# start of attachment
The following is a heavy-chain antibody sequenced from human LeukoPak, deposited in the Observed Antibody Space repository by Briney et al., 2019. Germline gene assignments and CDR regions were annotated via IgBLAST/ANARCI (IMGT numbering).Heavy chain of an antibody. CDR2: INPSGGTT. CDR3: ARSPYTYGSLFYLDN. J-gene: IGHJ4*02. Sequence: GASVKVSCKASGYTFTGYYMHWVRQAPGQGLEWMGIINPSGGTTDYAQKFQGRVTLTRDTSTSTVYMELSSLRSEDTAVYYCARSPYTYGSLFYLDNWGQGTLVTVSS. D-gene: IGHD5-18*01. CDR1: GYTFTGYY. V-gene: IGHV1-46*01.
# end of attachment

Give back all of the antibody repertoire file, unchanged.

The following is a heavy-chain antibody sequenced from human LeukoPak, deposited in the Observed Antibody Space repository by Briney et al., 2019. Germline gene assignments and CDR regions were annotated via IgBLAST/ANARCI (IMGT numbering).Heavy chain of an antibody. CDR2: INPSGGTT. CDR3: ARSPYTYGSLFYLDN. J-gene: IGHJ4*02. Sequence: GASVKVSCKASGYTFTGYYMHWVRQAPGQGLEWMGIINPSGGTTDYAQKFQGRVTLTRDTSTSTVYMELSSLRSEDTAVYYCARSPYTYGSLFYLDNWGQGTLVTVSS. D-gene: IGHD5-18*01. CDR1: GYTFTGYY. V-gene: IGHV1-46*01.